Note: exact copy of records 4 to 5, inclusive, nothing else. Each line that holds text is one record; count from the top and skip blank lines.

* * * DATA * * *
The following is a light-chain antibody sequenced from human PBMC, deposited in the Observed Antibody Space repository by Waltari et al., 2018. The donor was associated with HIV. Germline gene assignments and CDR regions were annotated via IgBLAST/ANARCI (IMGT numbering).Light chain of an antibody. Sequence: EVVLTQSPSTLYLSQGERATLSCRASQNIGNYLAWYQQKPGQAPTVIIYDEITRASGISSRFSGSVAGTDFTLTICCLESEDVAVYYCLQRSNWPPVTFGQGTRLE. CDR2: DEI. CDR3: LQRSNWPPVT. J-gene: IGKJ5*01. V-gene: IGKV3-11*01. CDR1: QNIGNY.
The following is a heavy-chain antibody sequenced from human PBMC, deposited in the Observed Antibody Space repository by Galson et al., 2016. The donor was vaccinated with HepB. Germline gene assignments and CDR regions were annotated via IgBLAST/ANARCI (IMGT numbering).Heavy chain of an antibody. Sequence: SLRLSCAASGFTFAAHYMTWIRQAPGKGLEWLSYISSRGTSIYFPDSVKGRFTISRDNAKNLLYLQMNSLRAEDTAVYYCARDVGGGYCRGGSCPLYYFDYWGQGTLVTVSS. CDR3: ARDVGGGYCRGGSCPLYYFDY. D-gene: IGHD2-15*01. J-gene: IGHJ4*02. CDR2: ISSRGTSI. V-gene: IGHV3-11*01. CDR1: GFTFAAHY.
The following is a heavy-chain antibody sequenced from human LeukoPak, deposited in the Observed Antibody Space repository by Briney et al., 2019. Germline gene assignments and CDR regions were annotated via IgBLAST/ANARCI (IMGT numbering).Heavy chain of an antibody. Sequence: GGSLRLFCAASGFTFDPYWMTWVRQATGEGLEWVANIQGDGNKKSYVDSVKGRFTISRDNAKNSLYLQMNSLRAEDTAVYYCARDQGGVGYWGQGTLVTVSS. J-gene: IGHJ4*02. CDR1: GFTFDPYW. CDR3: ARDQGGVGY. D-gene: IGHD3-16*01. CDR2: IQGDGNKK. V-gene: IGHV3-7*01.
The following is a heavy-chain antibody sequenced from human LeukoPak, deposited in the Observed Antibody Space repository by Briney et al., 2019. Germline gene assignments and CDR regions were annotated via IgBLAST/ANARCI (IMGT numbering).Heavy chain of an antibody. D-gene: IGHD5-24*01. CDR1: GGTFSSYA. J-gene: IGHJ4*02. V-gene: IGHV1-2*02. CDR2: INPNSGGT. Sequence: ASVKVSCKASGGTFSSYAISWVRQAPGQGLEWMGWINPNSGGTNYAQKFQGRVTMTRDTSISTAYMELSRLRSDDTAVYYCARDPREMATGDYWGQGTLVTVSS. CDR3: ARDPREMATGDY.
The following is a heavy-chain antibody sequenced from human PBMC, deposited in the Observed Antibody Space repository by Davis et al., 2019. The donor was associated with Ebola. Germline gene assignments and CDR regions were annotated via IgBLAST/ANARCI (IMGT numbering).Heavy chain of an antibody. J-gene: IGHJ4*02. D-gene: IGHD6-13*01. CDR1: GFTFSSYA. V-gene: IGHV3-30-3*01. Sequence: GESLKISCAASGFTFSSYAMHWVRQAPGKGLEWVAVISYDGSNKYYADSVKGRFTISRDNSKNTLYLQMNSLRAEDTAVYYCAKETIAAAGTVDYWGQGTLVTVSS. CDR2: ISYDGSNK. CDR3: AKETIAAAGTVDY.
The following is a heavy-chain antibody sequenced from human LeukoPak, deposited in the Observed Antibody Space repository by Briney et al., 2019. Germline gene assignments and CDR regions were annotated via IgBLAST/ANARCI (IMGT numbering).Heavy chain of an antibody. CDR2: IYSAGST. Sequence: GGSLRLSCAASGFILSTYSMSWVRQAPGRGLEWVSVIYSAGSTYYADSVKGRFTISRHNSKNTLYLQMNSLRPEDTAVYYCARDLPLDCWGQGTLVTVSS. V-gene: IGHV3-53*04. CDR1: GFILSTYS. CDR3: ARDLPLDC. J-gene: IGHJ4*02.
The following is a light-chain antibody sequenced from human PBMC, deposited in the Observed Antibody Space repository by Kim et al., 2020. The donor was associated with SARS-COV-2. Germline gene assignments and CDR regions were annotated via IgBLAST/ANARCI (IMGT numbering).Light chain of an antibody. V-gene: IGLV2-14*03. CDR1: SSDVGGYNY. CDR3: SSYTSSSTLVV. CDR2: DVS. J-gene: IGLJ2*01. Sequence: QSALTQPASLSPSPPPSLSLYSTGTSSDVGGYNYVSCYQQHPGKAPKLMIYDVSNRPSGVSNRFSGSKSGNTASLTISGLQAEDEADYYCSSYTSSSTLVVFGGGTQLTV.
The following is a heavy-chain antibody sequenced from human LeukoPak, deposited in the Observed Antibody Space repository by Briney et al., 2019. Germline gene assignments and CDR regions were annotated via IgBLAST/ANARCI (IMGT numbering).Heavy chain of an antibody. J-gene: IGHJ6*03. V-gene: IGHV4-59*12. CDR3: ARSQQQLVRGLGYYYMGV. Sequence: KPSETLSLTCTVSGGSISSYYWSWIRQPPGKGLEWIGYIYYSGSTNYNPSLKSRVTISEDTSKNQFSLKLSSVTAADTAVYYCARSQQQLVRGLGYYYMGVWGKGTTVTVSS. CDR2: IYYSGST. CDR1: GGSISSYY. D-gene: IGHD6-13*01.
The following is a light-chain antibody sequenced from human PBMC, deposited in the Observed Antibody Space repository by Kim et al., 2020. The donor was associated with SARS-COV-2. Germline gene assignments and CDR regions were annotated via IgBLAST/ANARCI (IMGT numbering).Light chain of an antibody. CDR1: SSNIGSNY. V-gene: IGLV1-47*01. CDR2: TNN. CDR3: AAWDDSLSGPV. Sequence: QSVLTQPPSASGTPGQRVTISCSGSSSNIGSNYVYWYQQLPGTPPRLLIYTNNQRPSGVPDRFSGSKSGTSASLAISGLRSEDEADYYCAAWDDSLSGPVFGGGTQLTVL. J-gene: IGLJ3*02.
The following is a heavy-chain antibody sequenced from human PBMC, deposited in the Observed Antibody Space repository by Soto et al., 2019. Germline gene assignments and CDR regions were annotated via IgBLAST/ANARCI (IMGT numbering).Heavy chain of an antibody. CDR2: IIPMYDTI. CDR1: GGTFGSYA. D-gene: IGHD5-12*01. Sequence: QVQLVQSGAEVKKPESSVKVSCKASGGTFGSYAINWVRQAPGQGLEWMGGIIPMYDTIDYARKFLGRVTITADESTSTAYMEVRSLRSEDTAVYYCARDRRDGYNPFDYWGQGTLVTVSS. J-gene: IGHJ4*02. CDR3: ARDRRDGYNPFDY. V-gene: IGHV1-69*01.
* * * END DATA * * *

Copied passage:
The following is a heavy-chain antibody sequenced from human LeukoPak, deposited in the Observed Antibody Space repository by Briney et al., 2019. Germline gene assignments and CDR regions were annotated via IgBLAST/ANARCI (IMGT numbering).Heavy chain of an antibody. D-gene: IGHD5-24*01. CDR1: GGTFSSYA. J-gene: IGHJ4*02. V-gene: IGHV1-2*02. CDR2: INPNSGGT. Sequence: ASVKVSCKASGGTFSSYAISWVRQAPGQGLEWMGWINPNSGGTNYAQKFQGRVTMTRDTSISTAYMELSRLRSDDTAVYYCARDPREMATGDYWGQGTLVTVSS. CDR3: ARDPREMATGDY.
The following is a heavy-chain antibody sequenced from human PBMC, deposited in the Observed Antibody Space repository by Davis et al., 2019. The donor was associated with Ebola. Germline gene assignments and CDR regions were annotated via IgBLAST/ANARCI (IMGT numbering).Heavy chain of an antibody. J-gene: IGHJ4*02. D-gene: IGHD6-13*01. CDR1: GFTFSSYA. V-gene: IGHV3-30-3*01. Sequence: GESLKISCAASGFTFSSYAMHWVRQAPGKGLEWVAVISYDGSNKYYADSVKGRFTISRDNSKNTLYLQMNSLRAEDTAVYYCAKETIAAAGTVDYWGQGTLVTVSS. CDR2: ISYDGSNK. CDR3: AKETIAAAGTVDY.